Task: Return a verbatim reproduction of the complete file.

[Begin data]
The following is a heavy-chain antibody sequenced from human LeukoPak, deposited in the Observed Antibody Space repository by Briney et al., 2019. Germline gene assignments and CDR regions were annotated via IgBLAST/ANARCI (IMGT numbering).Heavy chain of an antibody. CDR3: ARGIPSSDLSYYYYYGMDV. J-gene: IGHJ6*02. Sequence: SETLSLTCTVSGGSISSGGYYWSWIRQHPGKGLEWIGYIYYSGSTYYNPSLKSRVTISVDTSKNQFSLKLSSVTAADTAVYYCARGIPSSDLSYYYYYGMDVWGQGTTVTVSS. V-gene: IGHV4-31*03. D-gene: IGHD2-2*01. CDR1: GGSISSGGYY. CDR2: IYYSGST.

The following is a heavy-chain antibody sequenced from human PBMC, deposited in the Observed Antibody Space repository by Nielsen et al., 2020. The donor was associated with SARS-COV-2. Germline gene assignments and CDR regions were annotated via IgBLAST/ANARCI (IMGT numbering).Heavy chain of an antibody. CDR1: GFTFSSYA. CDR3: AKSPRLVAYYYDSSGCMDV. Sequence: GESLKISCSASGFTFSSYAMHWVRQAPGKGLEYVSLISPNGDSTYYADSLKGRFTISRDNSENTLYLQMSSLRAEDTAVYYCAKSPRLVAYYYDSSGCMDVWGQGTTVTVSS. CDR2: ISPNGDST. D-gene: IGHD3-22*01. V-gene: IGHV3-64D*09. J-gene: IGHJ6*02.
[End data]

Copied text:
The following is a heavy-chain antibody sequenced from human LeukoPak, deposited in the Observed Antibody Space repository by Briney et al., 2019. Germline gene assignments and CDR regions were annotated via IgBLAST/ANARCI (IMGT numbering).Heavy chain of an antibody. CDR3: ARGIPSSDLSYYYYYGMDV. J-gene: IGHJ6*02. Sequence: SETLSLTCTVSGGSISSGGYYWSWIRQHPGKGLEWIGYIYYSGSTYYNPSLKSRVTISVDTSKNQFSLKLSSVTAADTAVYYCARGIPSSDLSYYYYYGMDVWGQGTTVTVSS. V-gene: IGHV4-31*03. D-gene: IGHD2-2*01. CDR1: GGSISSGGYY. CDR2: IYYSGST.

The following is a heavy-chain antibody sequenced from human PBMC, deposited in the Observed Antibody Space repository by Nielsen et al., 2020. The donor was associated with SARS-COV-2. Germline gene assignments and CDR regions were annotated via IgBLAST/ANARCI (IMGT numbering).Heavy chain of an antibody. CDR1: GFTFSSYA. CDR3: AKSPRLVAYYYDSSGCMDV. Sequence: GESLKISCSASGFTFSSYAMHWVRQAPGKGLEYVSLISPNGDSTYYADSLKGRFTISRDNSENTLYLQMSSLRAEDTAVYYCAKSPRLVAYYYDSSGCMDVWGQGTTVTVSS. CDR2: ISPNGDST. D-gene: IGHD3-22*01. V-gene: IGHV3-64D*09. J-gene: IGHJ6*02.